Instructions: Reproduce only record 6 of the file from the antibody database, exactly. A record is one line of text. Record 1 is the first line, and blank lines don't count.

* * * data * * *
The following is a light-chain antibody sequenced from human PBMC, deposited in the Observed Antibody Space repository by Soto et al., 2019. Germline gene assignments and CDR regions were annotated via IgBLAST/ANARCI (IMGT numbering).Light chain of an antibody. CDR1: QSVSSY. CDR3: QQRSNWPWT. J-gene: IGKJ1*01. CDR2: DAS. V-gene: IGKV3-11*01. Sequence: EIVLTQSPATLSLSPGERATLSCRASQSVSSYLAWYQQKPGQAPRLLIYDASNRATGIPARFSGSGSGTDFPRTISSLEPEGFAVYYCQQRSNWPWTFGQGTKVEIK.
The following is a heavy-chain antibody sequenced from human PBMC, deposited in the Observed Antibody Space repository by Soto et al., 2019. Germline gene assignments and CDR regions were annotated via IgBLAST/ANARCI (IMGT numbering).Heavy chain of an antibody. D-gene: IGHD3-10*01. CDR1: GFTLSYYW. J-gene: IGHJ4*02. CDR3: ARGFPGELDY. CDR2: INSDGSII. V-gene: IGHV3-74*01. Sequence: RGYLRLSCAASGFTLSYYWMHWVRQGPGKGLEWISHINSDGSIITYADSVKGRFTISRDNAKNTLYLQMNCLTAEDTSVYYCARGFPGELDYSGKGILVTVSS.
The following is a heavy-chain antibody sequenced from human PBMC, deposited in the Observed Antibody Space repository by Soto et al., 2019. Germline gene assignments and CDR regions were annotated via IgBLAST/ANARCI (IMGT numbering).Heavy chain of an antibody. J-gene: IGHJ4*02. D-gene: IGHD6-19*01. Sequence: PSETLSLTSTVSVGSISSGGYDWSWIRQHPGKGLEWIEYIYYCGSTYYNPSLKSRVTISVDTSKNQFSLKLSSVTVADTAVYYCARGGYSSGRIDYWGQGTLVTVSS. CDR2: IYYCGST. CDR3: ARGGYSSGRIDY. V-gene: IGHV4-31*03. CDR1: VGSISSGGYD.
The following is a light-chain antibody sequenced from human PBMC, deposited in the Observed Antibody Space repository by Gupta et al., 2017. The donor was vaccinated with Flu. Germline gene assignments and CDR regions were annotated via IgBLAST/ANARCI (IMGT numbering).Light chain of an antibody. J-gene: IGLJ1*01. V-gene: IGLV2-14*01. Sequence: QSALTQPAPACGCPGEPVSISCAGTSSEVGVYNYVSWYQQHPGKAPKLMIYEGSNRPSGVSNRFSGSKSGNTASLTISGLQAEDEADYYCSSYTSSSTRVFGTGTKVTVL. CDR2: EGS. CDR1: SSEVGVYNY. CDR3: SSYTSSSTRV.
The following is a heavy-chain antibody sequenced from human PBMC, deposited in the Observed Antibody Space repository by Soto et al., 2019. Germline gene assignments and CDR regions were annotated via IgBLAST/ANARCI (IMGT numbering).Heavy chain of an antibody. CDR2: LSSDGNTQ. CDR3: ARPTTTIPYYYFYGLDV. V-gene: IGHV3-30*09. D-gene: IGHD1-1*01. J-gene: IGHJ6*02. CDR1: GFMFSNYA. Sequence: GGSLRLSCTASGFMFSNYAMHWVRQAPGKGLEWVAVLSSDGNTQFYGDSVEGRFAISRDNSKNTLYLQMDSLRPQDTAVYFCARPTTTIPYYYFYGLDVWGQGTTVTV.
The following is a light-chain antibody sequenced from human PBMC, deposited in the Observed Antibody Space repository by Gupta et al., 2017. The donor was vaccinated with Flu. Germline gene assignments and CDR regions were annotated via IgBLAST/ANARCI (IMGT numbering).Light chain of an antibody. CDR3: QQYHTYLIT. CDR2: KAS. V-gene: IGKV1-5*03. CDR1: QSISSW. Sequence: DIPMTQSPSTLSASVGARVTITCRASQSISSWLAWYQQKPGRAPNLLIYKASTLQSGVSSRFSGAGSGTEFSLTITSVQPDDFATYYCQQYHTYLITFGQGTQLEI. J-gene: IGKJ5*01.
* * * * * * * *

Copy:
The following is a light-chain antibody sequenced from human PBMC, deposited in the Observed Antibody Space repository by Gupta et al., 2017. The donor was vaccinated with Flu. Germline gene assignments and CDR regions were annotated via IgBLAST/ANARCI (IMGT numbering).Light chain of an antibody. CDR3: QQYHTYLIT. CDR2: KAS. V-gene: IGKV1-5*03. CDR1: QSISSW. Sequence: DIPMTQSPSTLSASVGARVTITCRASQSISSWLAWYQQKPGRAPNLLIYKASTLQSGVSSRFSGAGSGTEFSLTITSVQPDDFATYYCQQYHTYLITFGQGTQLEI. J-gene: IGKJ5*01.